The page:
Red Apple Mom

November 20, 2011

FCPS Survey Results Cost How Much?

On Monday, Superintendent Dale is releasing the results of a survey about public trust and confidence in the Fairfax County Public Schools.

I’m sure you can guess where this is going to go.  Cue the cheerleaders and the band.  Several sources sent me a copy of the FCPS survey results, but I won’t  post the full report until after Dale’s press conference on Monday.   Here are some details I will share:

Focus group comments from the 2011 survey results (slide 29) show that stakeholders are concerned about the following areas of improvement for FCPS:

  • Concerns that FCPS is becoming a business and not a community-parent based institution.
  • Some initiatives go under the radar such as the decreasing honors program in the district.
  • Too much trimming on the budget and parents do not know how decisions are being made on these items (this includes the thought process for and not only who is making decisions)
  • Schools are not being treated equally in terms of funding, programming and class-sizes

The FCPS survey was conducted by the District Management Council.  This is the same consulting group that surveyed FCPS stakeholders in the fall of 2009.   DMC’s  survey findings at that time showed “a lack of confidence in the Administration’s ability to allocate resources.”  It’s interesting that the focus group comments detailed above seem to indicate the public still has a lack of confidence about FCPS’ resource allocations.

Think the press will ask the tough questions about these results tomorrow?   Or will they parrot back FCPS’ carefully crafted press release?  I’m betting on the latter.  But just in case, here are some questions the press should consider asking the Superintendent.

1.  How much did FCPS pay to the District Management Council (DMC) for this survey?

2. Does FCPS have a consulting contract with the DMC – and if so, for how much?    DMC has done a lot of work for FCPS the past couple of years and lists several case studies about their work for FCPS on their website.  Here’s one called:  Improving Budget Communications with the Community:  Fairfax County Public Schools.  DMC doesn’t list their consulting fees on their website.  But earlier this year, Lancaster County in Pennsylvania paid the DMC $75,000 for help in improving its schools.  One Lancaster taxpayer posted a comment saying, “Wow – these administrators are being paid top dollar at the taxpayers expense to run the school district and they have to hire a firm to tell them how to do it.”  Lancaster is a small district compared to Fairfax County, so what are we paying?!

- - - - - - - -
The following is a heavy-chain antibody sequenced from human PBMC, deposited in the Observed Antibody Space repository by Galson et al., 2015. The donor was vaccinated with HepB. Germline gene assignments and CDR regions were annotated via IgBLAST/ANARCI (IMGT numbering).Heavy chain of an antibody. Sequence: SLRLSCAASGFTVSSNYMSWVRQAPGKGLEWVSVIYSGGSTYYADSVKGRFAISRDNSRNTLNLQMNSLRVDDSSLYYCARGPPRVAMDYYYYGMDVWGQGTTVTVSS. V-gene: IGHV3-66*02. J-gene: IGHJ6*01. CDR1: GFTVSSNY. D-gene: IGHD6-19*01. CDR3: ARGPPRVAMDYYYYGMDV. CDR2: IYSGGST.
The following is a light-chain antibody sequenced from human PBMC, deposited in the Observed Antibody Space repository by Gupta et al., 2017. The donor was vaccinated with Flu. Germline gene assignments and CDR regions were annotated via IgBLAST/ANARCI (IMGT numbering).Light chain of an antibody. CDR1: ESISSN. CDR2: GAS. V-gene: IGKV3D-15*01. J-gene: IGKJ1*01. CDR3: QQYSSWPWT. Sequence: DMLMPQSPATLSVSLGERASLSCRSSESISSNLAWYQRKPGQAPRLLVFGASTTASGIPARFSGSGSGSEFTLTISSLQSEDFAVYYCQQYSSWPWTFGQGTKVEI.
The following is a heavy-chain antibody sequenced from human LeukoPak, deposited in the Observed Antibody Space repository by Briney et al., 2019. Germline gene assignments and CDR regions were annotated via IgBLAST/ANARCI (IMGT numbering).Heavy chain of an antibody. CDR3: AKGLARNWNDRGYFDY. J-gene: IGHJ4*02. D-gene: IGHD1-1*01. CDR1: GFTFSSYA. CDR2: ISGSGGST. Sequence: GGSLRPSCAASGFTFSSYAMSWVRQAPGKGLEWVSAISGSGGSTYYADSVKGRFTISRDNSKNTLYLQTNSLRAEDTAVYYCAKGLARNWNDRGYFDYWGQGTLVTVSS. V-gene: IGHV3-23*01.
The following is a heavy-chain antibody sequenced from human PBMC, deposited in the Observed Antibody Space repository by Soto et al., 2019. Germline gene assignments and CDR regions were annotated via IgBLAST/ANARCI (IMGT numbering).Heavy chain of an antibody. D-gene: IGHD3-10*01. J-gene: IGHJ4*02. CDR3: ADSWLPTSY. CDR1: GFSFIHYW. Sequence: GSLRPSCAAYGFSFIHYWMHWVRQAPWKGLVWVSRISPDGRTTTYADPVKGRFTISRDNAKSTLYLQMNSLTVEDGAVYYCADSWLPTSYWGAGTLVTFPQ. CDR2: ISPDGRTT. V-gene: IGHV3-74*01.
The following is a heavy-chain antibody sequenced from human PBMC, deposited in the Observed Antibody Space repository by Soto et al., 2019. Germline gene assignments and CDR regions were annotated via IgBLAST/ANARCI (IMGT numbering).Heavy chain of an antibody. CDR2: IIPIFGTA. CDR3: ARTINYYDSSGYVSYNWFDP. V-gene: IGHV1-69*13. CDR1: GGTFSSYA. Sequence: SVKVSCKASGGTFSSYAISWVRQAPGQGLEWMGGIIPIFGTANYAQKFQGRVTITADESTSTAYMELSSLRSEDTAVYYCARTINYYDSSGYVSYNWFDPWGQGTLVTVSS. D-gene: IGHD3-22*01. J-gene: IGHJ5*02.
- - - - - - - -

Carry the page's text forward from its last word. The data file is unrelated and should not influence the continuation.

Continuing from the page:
3.  In the interest of transparency, will FCPS release all the raw data for this survey?  Will newly elected School Board members who campaigned on the issue of transparency have access to the raw data?

4.  What is FCPS’ plan to address the needed areas of improvement as identified by the surveyed stakeholders?

Related Articles:

Price Tag for Ann Arbor Public Schools Consultant:  $441,130 (June 14, 2011 – AnnArbor.com)

Seminole Schools Spend a Bundle on Education Consultants (August 31, 2010 – Orlando Sentinel)

Boston Schools Seek Pricey Consultant (September 26, 2011 – Fox 25 Boston, MA)

$1 Million Survey on Newark Public School Reform Proves Inconclusive (January 6, 2011 – Dana Goldstein-The Nation)

More Consultant Spending Approved at January PEP Meeting (January 25, 2011 – NYC Public School Parents Blog)

Stimulus Leads to Frenzy of Demand for Consultants (January 28, 2011 – Edmoney.org)

The District Management Council Homepage

Advertisements

October 12, 2011

FAIRGRADE Emails Prove Strauss Is Misleading Voters

Epstein Campaign Says School Board Chair Strauss is Misleading Public
– Emails Show Strauss Was Not Leading FAIRGRADE Effort As Claimed –
– Says Emails Also Show Brad Center Recently Misled Media for Strauss –

McLean, VA- Wednesday, October 12, 2011 – A dispute has emerged between Fairfax County School Board candidates Louise Epstein and Jane Strauss about Straussʼs level of involvement in the 2008-2009 FAIRGRADE initiative as a School Board member.

During the debate at McLean High School on 9.27.11, Strauss claimed she supported the FAIRGRADE initiative as early as 2007. Newly Released FAIRGRADE emails (click here)  from 2008-2009 clearly demonstrate that Strauss is misleading the public about her involvement.

Strauss is also misleading the public about the events that led up to the final January 22, 2009 vote on FAIRGRADEʼs grading reform proposals. Straussʼcampaign has gone so far as to publicly call Epstein a liar – a charge Strauss’ campaign has yet to substantiate.

In the debate, Strauss claimed she acted as the School Board whip to get the needed votes required for passage of FAIRGRADEʼs grading reform proposals.  In what appears to be a politically-motivated move, School Board member Brad Center submitted a letter to Patch.com, to support Straussʼ version of the events.